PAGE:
Securing Excess Bank Deposits Beyond FDIC Limits: A Comprehensive Guide

Are you concerned about the safety of your bank deposits in the event of a bank failure?

Bank failures became more frequent after the 2008 financial crisis, as reported by the FDIC. It remains to be seen if the recent economic challenges brought on by the Covid-19 pandemic and rising inflation will have similar effects.

Fortunately, the federal government protects your money up to a certain limit if your bank closes. But what if your bank deposits surpass the FDIC coverage limits?

Discover how to safeguard excess bank deposits in this comprehensive guide.

Understanding FDIC Limits

The Federal Deposit Insurance Corporation (FDIC) is an independent federal agency that insures deposits at participating banks. FDIC coverage extends to $250,000 per depositor, per bank, across various deposit accounts such as:

  • Checking accounts
  • Savings accounts
  • Certificates of Deposit (CDs)
  • Money market accounts

For joint accounts with equal ownership, each account holder is insured up to $250,000, totaling $500,000 in FDIC coverage.

Use the FDIC’s Electronic Deposit Insurance Estimator (EDIE) to calculate coverage for your specific deposits. FDIC insurance is free and requires no paperwork.

What Happens When an FDIC-Insured Bank Fails?

If an FDIC-insured bank fails, its deposits are transferred to another FDIC-insured bank. If this isn’t possible, depositors receive a check from the FDIC for their insured deposits of up to $250,000 per person. So, what happens to deposits exceeding $250,000?

How to Secure Excess Bank Deposits Above FDIC Limits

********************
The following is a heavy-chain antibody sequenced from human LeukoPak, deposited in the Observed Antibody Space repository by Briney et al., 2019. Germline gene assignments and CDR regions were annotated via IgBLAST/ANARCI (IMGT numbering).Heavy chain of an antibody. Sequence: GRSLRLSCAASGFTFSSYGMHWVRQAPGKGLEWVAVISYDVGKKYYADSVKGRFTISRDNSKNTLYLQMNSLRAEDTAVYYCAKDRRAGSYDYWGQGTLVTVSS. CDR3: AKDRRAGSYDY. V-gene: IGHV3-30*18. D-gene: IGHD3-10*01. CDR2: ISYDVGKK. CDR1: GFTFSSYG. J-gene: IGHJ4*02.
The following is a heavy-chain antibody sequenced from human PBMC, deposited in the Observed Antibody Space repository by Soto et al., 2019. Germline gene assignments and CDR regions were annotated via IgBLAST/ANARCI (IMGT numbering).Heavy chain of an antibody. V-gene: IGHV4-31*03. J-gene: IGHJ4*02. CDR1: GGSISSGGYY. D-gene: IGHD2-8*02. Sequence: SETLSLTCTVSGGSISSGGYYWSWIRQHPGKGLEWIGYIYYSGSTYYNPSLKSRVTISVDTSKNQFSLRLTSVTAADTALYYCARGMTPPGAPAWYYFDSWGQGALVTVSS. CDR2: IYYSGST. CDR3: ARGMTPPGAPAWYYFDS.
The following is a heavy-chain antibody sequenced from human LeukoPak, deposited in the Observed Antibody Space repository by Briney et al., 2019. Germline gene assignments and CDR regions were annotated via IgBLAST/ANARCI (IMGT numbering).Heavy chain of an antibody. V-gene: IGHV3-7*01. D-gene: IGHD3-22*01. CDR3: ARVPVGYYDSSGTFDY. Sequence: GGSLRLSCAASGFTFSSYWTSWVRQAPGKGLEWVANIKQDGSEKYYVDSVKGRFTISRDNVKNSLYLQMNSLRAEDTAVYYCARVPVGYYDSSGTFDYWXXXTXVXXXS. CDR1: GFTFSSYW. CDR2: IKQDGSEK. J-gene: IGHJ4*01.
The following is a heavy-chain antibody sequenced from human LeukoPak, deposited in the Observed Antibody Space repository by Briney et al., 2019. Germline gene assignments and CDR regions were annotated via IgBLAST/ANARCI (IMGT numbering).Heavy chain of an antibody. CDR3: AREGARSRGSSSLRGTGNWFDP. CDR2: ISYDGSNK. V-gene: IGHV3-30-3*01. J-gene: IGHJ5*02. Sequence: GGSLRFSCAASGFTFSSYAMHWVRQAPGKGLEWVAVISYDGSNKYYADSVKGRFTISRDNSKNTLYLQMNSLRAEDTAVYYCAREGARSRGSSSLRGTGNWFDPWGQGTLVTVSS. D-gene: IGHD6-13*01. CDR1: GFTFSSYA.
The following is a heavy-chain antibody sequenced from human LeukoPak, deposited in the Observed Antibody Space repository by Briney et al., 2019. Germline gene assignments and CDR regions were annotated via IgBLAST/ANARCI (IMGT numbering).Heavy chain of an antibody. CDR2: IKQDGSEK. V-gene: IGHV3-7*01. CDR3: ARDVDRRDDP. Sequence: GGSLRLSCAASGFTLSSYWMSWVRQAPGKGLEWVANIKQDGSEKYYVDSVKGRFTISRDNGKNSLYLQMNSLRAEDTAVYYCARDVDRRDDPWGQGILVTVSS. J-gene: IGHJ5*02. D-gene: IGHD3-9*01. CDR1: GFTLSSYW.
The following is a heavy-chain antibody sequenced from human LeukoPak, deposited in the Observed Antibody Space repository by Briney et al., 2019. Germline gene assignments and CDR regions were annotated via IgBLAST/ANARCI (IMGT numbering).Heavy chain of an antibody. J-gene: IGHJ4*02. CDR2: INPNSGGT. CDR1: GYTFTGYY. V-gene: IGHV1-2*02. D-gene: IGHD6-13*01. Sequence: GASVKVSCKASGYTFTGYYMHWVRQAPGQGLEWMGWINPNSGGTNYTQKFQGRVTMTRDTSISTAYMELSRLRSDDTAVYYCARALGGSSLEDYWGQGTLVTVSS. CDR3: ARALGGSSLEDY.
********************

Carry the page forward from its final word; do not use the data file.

Here are three strategies to protect excess bank deposits beyond the $250,000 FDIC limit:

Distribute Your Funds Across Multiple Banks

FDIC coverage applies per depositor, per bank. You can multiply your coverage by opening accounts at multiple banks. For example, with $400,000 in deposits, you could split the amount between two banks, placing $200,000 each. However, this method can be time-consuming and requires managing multiple bank accounts and statements.

Utilize the Certificate of Deposit Account Registry Service (CDARS)

CDARS is a network that divides CD deposits among various FDIC-insured banks, providing a more straightforward way to spread funds across multiple banks. CDARS offers a single statement, streamlining the process of managing excess deposits. Although CDARS doesn’t charge a fee, the CD rate you receive may be slightly lower than the market rate.

Choose Banks That Offer DIF Insurance for Excess Deposits

Depositors Insurance Fund (DIF) is similar to FDIC insurance but covers deposits exceeding the FDIC limit. DIF is available at FDIC-insured banks and is a private fund that doesn’t charge fees. One example of a bank that combines FDIC and DIF insurance is BankProv, which offers insurance, no monthly maintenance fees, and competitive yields.

Final Thoughts

Most individuals will always stay within the FDIC deposit limit. But just in case you ever need to exceed those limits, you know how to secure those excess bank deposits above the $250,000 limit.

Choosing a bank with FDIC and DIF insurance, like BankProv, is the simplest option to protect excess cash. Alternatively, you can open multiple bank accounts or use the CDARS service if you are willing to put in the extra effort.